In Pfiffner’s view, the more constitutionally sound way of holding a president accountable is through impeachment, which effectively makes Congress the court that tries the president. But impeachment is a political, not legal, process, he says.
The Constitution says impeachable offenses include “treason, bribery, or other high crimes and misdemeanors,” but Congress alone has the authority to interpret that standard.
All it takes for a president to be impeached is a majority vote by the House of Representatives, which essentially serves as an indictment of the president. A president could be removed from office if two-thirds of the Senate agree to “convict” the president.
Only two U.S. presidents have been impeached by the House of Representatives – Bill Clinton and Andrew Johnson. Both men were acquitted by the Senate. Richard Nixon resigned before the House could vote on his impeachment.
Impeachment isn’t the only way to hold a president accountable. After a president is removed from office, he or she can be prosecuted for crimes. That’s of course, assuming the president hasn’t been pardoned by his or her successor.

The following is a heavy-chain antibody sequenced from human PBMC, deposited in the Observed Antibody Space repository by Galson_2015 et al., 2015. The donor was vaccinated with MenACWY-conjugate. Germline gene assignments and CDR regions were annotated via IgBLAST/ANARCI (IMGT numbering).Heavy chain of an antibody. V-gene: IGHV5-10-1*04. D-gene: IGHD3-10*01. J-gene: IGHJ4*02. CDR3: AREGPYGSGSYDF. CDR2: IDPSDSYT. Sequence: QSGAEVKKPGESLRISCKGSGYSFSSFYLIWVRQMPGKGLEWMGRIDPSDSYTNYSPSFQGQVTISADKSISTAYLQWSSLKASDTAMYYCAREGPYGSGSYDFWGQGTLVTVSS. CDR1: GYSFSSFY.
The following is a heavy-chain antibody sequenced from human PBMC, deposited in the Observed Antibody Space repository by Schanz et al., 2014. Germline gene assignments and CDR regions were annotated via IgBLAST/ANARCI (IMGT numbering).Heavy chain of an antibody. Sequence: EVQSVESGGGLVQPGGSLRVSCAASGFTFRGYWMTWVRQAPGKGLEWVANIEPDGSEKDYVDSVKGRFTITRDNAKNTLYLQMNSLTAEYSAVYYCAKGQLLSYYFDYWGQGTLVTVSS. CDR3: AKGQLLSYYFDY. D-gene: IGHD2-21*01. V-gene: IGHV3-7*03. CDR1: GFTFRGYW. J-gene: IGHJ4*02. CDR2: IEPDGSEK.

It’s at least theoretically possible that presidents can also become immune from prosecution by pardoning themselves. Like the question of whether a president can be indicted, it’s a constitutional cliffhanger that hadn’t been considered much before now.
“You can’t spell everything out in the Constitution,” says Pfiffner. “And a lot of American government and constitutional law is based on norms” rather than strict legality or constitutionality.
That’s worked pretty well for most of U.S. history, he says, “But when somebody goes against history and tradition and breaks those norms, then you’ve got to figure out what to do about it.” https://www.voanews.com/a/can-a-us-president-be-charged-with-a-crime/3961703.html
“Trump wouldn’t be the first U.S. president to consider pardoning himself. During the Watergate scandal of the 1970’s, some of President Richard Nixon’s lawyers argued a self-pardon would be legal; however, the Justice Department’s Office of Legal Counsel took the position that he could not.
Nixon eventually decided against pardoning himself. After resigning, Nixon’s successor, Gerald Ford, pardoned him for all federal crimes he “committed or may have committed or taken part in” while in office.” https://www.voanews.com/a/can-us-presidents-pardon-themselves-nobody-seems-know/3953877.html
“The Federalist Papers by Alexander Hamilton, John Jay, and James Madison”